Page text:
Some investors rely on dividends for growing their wealth, and if you're one of those dividend sleuths, you might be intrigued to know that GlaxoSmithKline plc (LON:GSK) is about to go ex-dividend in just 3 days. This means that investors who purchase shares on or after the 12th of November will not receive the dividend, which will be paid on the 14th of January.
GlaxoSmithKline's next dividend payment will be UK£0.19 per share, and in the last 12 months, the company paid a total of UK£0.80 per share. Calculating the last year's worth of payments shows that GlaxoSmithKline has a trailing yield of 5.7% on the current share price of £13.99. We love seeing companies pay a dividend, but it's also important to be sure that laying the golden eggs isn't going to kill our golden goose! We need to see whether the dividend is covered by earnings and if it's growing.
Dividends are typically paid from company earnings. If a company pays more in dividends than it earned in profit, then the dividend could be unsustainable. GlaxoSmithKline paid out more than half (62%) of its earnings last year, which is a regular payout ratio for most companies. Yet cash flow is typically more important than profit for assessing dividend sustainability, so we should always check if the company generated enough cash to afford its dividend. It paid out more than half (58%) of its free cash flow in the past year, which is within an average range for most companies.
It's positive to see that GlaxoSmithKline's dividend is covered by both profits and cash flow, since this is generally a sign that the dividend is sustainable, and a lower payout ratio usually suggests a greater margin of safety before the dividend gets cut.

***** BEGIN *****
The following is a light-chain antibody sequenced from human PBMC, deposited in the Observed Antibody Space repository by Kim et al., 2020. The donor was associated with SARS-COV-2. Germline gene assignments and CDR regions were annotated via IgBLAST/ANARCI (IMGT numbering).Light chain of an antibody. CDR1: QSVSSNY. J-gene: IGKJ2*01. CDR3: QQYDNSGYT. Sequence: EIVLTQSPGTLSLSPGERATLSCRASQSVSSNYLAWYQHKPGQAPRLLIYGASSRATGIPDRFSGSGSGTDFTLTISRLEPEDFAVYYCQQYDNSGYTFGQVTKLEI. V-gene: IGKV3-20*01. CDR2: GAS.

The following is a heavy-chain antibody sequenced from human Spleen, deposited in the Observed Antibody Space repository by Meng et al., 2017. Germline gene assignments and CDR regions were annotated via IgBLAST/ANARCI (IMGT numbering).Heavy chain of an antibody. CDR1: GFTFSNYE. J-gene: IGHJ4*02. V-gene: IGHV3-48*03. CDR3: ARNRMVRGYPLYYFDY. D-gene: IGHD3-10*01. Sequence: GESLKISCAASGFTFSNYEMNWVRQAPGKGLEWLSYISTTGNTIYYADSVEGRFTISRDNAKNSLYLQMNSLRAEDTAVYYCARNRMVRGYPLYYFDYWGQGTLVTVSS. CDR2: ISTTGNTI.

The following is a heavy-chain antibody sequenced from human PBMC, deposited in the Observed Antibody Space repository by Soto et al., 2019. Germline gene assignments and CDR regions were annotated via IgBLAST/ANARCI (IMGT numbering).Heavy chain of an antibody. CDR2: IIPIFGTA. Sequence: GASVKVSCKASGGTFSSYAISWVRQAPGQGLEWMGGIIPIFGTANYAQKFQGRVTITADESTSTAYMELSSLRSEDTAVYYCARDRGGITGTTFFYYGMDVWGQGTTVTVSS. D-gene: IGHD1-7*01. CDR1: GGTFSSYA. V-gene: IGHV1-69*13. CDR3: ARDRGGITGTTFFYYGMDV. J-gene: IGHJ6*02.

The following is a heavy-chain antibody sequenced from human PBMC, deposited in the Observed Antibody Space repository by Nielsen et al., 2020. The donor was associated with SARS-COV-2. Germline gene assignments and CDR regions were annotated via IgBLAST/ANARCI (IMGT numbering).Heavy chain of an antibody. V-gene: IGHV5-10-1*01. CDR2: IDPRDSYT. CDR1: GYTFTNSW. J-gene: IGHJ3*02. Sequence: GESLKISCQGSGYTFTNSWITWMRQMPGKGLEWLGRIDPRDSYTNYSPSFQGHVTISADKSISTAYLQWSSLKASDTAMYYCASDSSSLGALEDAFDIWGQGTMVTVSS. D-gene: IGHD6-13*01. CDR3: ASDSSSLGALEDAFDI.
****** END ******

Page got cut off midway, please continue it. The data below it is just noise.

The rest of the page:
Have Earnings And Dividends Been Growing?
Businesses with strong growth prospects usually make the best dividend payers, because it's easier to grow dividends when earnings per share are improving. Investors love dividends, so if earnings fall and the dividend is reduced, expect a stock to be sold off heavily at the same time. Fortunately for readers, GlaxoSmithKline's earnings per share have been growing at 17% a year for the past five years. GlaxoSmithKline has an average payout ratio which suggests a balance between growing earnings and rewarding shareholders. This is a reasonable combination that could hint at some further dividend increases in the future.
Many investors will assess a company's dividend performance by evaluating how much the dividend payments have changed over time. GlaxoSmithKline has delivered 2.7% dividend growth per year on average over the past 10 years. It's good to see both earnings and the dividend have improved - although the former has been rising much quicker than the latter, possibly due to the company reinvesting more of its profits in growth.
Should investors buy GlaxoSmithKline for the upcoming dividend? It's good to see earnings are growing, since all of the best dividend stocks grow their earnings meaningfully over the long run. However, we'd also note that GlaxoSmithKline is paying out more than half of its earnings and cash flow as profits, which could limit the dividend growth if earnings growth slows. Overall, it's not a bad combination, but we feel that there are likely more attractive dividend prospects out there.
With that in mind, a critical part of thorough stock research is being aware of any risks that stock currently faces. Our analysis shows 1 warning sign for GlaxoSmithKline and you should be aware of it before buying any shares.
If you're in the market for dividend stocks, we recommend checking our list of top dividend stocks with a greater than 2% yield and an upcoming dividend.
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This article by Simply Wall St is general in nature. It does not constitute a recommendation to buy or sell any stock, and does not take account of your objectives, or your financial situation. We aim to bring you long-term focused analysis driven by fundamental data. Note that our analysis may not factor in the latest price-sensitive company announcements or qualitative material. Simply Wall St has no position in any stocks mentioned.
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